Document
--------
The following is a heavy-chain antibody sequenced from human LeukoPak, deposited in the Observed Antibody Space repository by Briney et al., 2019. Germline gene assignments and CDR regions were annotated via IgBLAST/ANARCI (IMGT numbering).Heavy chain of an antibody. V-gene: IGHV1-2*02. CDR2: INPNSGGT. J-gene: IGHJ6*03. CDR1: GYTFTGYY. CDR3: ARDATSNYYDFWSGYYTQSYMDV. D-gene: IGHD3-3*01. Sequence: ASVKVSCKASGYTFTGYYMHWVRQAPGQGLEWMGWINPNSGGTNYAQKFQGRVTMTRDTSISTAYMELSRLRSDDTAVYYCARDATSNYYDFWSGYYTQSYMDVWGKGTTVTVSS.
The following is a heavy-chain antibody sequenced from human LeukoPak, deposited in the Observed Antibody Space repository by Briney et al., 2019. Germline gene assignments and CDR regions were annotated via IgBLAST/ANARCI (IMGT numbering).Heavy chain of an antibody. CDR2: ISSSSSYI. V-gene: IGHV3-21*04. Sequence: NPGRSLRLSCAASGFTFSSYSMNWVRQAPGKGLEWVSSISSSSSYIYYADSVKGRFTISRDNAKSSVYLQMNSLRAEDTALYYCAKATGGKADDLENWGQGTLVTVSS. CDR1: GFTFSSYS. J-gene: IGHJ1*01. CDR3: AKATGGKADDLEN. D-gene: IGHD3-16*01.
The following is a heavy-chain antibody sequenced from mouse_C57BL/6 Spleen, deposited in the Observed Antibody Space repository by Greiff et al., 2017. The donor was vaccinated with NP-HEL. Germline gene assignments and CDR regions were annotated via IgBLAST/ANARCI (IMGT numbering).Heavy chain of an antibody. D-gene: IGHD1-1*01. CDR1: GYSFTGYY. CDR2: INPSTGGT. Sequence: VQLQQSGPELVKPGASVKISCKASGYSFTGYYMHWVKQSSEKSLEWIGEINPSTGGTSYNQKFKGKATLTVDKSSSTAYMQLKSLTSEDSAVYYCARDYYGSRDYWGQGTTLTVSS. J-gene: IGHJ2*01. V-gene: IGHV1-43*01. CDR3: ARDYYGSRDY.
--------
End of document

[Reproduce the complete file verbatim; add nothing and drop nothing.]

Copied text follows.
The following is a heavy-chain antibody sequenced from human LeukoPak, deposited in the Observed Antibody Space repository by Briney et al., 2019. Germline gene assignments and CDR regions were annotated via IgBLAST/ANARCI (IMGT numbering).Heavy chain of an antibody. V-gene: IGHV1-2*02. CDR2: INPNSGGT. J-gene: IGHJ6*03. CDR1: GYTFTGYY. CDR3: ARDATSNYYDFWSGYYTQSYMDV. D-gene: IGHD3-3*01. Sequence: ASVKVSCKASGYTFTGYYMHWVRQAPGQGLEWMGWINPNSGGTNYAQKFQGRVTMTRDTSISTAYMELSRLRSDDTAVYYCARDATSNYYDFWSGYYTQSYMDVWGKGTTVTVSS.
The following is a heavy-chain antibody sequenced from human LeukoPak, deposited in the Observed Antibody Space repository by Briney et al., 2019. Germline gene assignments and CDR regions were annotated via IgBLAST/ANARCI (IMGT numbering).Heavy chain of an antibody. CDR2: ISSSSSYI. V-gene: IGHV3-21*04. Sequence: NPGRSLRLSCAASGFTFSSYSMNWVRQAPGKGLEWVSSISSSSSYIYYADSVKGRFTISRDNAKSSVYLQMNSLRAEDTALYYCAKATGGKADDLENWGQGTLVTVSS. CDR1: GFTFSSYS. J-gene: IGHJ1*01. CDR3: AKATGGKADDLEN. D-gene: IGHD3-16*01.
The following is a heavy-chain antibody sequenced from mouse_C57BL/6 Spleen, deposited in the Observed Antibody Space repository by Greiff et al., 2017. The donor was vaccinated with NP-HEL. Germline gene assignments and CDR regions were annotated via IgBLAST/ANARCI (IMGT numbering).Heavy chain of an antibody. D-gene: IGHD1-1*01. CDR1: GYSFTGYY. CDR2: INPSTGGT. Sequence: VQLQQSGPELVKPGASVKISCKASGYSFTGYYMHWVKQSSEKSLEWIGEINPSTGGTSYNQKFKGKATLTVDKSSSTAYMQLKSLTSEDSAVYYCARDYYGSRDYWGQGTTLTVSS. J-gene: IGHJ2*01. V-gene: IGHV1-43*01. CDR3: ARDYYGSRDY.